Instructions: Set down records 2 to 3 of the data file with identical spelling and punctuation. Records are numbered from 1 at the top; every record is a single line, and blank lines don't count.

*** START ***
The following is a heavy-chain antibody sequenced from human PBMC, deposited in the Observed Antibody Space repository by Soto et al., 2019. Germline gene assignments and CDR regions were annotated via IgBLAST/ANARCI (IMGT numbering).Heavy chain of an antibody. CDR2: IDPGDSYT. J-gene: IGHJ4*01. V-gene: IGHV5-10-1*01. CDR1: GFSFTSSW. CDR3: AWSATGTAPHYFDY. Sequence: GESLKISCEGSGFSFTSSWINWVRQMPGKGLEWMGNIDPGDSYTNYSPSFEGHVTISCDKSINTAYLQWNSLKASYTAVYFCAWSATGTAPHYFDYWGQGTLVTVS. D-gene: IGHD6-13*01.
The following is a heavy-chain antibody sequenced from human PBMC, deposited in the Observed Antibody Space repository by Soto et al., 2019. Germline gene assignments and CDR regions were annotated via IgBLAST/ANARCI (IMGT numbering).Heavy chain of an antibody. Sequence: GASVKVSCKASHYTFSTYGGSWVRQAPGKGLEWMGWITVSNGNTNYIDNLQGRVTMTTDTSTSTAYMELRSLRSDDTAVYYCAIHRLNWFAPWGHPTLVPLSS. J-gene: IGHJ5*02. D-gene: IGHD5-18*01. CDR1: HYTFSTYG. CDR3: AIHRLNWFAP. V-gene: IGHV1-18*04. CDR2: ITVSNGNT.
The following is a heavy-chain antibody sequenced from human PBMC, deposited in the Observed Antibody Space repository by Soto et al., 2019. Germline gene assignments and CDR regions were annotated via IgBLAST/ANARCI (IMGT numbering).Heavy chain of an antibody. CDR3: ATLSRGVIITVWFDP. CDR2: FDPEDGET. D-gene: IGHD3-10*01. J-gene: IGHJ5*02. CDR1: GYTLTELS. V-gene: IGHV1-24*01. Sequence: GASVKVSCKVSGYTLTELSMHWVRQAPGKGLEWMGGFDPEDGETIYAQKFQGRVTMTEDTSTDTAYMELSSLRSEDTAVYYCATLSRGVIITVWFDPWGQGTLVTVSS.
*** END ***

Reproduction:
The following is a heavy-chain antibody sequenced from human PBMC, deposited in the Observed Antibody Space repository by Soto et al., 2019. Germline gene assignments and CDR regions were annotated via IgBLAST/ANARCI (IMGT numbering).Heavy chain of an antibody. Sequence: GASVKVSCKASHYTFSTYGGSWVRQAPGKGLEWMGWITVSNGNTNYIDNLQGRVTMTTDTSTSTAYMELRSLRSDDTAVYYCAIHRLNWFAPWGHPTLVPLSS. J-gene: IGHJ5*02. D-gene: IGHD5-18*01. CDR1: HYTFSTYG. CDR3: AIHRLNWFAP. V-gene: IGHV1-18*04. CDR2: ITVSNGNT.
The following is a heavy-chain antibody sequenced from human PBMC, deposited in the Observed Antibody Space repository by Soto et al., 2019. Germline gene assignments and CDR regions were annotated via IgBLAST/ANARCI (IMGT numbering).Heavy chain of an antibody. CDR3: ATLSRGVIITVWFDP. CDR2: FDPEDGET. D-gene: IGHD3-10*01. J-gene: IGHJ5*02. CDR1: GYTLTELS. V-gene: IGHV1-24*01. Sequence: GASVKVSCKVSGYTLTELSMHWVRQAPGKGLEWMGGFDPEDGETIYAQKFQGRVTMTEDTSTDTAYMELSSLRSEDTAVYYCATLSRGVIITVWFDPWGQGTLVTVSS.